There’s something fundamentally satisfying about hearing the cello-driven thump that anchors “I Am the Walrus” being performed by full orchestra. The music of the Beatles is permanently ingrained in our cultural DNA, so giving it a real orchestral treatment is as close to hearing it with a fresh pair of ears as possible.
Last Saturday night the Bangor Symphony Orchestra, led by guest conductor Martin Herman, performed a selection of classic Beatles tracks with the Classical Mystery Tour, a group of musicians who look and sound quite spookily similar to John, Paul, George and Ringo. A sold-out crowd responded with peals of applause to the hit parade, which included not unexpected choices such as “Hey Jude” and “Eleanor Rigby” as well as less likely songs such as “You’ve Got to Hide Your Love Away.”
It’s easy to forget how much the Beatles used orchestral arrangements in their songs. “Hello Goodbye” wouldn’t sound right without the viola melody underneath the vocals, while the snazzy horn lines of “Ob La Di, Ob La Da” lift the song into sublime silliness. Indeed, the horn section of the BSO got to shine Saturday night, with everything from concert opener “Got To Get You Into My Life” to the poignant warmth of “The Long and Winding Road,” to the instantly recognizable trumpet solo in “Penny Lane.”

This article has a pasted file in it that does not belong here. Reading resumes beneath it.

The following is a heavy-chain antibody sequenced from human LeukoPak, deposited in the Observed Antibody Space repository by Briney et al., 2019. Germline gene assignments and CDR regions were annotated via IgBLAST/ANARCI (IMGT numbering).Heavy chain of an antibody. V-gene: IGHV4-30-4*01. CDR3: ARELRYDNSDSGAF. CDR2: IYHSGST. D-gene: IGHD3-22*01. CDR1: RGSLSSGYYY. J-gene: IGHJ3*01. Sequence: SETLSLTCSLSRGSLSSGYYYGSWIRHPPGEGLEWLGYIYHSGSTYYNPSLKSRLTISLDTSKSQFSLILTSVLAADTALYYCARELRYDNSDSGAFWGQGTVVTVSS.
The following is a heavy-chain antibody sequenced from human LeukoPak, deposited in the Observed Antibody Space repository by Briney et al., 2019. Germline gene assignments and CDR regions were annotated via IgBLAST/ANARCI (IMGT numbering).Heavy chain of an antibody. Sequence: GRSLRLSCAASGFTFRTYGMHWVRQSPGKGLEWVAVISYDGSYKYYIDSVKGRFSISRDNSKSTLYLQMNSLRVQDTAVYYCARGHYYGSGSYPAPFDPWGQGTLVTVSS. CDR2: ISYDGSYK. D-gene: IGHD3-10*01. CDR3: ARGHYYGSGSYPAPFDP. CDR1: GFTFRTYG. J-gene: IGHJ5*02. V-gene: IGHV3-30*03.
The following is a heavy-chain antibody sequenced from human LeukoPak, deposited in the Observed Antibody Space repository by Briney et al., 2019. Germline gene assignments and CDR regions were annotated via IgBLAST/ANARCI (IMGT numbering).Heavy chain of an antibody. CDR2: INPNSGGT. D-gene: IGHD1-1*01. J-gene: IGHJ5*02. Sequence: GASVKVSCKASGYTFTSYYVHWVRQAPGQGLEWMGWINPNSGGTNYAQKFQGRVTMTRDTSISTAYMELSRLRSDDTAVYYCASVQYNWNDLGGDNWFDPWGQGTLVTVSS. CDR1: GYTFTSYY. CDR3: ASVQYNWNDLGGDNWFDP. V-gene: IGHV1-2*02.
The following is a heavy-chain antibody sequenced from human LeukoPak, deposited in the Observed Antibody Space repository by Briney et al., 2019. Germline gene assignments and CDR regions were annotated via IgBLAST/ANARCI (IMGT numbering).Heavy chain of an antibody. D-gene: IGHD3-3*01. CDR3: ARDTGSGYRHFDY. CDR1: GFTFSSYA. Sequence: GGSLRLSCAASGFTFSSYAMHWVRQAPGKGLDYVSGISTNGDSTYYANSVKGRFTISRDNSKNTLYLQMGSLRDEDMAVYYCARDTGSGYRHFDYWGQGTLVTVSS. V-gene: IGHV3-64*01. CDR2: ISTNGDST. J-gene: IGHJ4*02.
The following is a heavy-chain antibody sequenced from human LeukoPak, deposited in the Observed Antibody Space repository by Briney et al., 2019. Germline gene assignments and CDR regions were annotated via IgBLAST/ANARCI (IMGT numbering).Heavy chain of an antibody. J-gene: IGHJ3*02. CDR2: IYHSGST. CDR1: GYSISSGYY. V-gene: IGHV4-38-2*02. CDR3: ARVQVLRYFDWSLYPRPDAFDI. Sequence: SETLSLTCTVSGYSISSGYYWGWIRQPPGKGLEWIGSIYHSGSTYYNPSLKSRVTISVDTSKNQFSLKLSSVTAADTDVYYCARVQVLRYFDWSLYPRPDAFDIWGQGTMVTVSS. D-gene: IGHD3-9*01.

Several songs were left glaringly off the playlist, including the groundbreaking cello and trumpet arrangement of “Strawberry Fields Forever,” and the clarinet-driven “When I’m 64,” the latter of which perhaps seeming too painfully appropriate to perform, given the average age of audience members. And while most concert-goers were undoubtedly aware of the fact that “Live and Let Die” and “Imagine” are not Beatles songs, their inclusion nevertheless was a fun departure.
Judging by the sold-out crowd and the overwhelmingly positive audience reception, it appears that it would serve the BSO and the Collins Center for the Arts well to bring in more pop concerts of this sort. It not only strengthens and expands the BSO’s audience — it also provides an important showcase for music outside of Brahms, Bach and Beethoven. Orchestras can play more than just the standard classical repertoire, and, especially in the case of the Beatles, such concerts can be as much fun for the symphony as for the audience.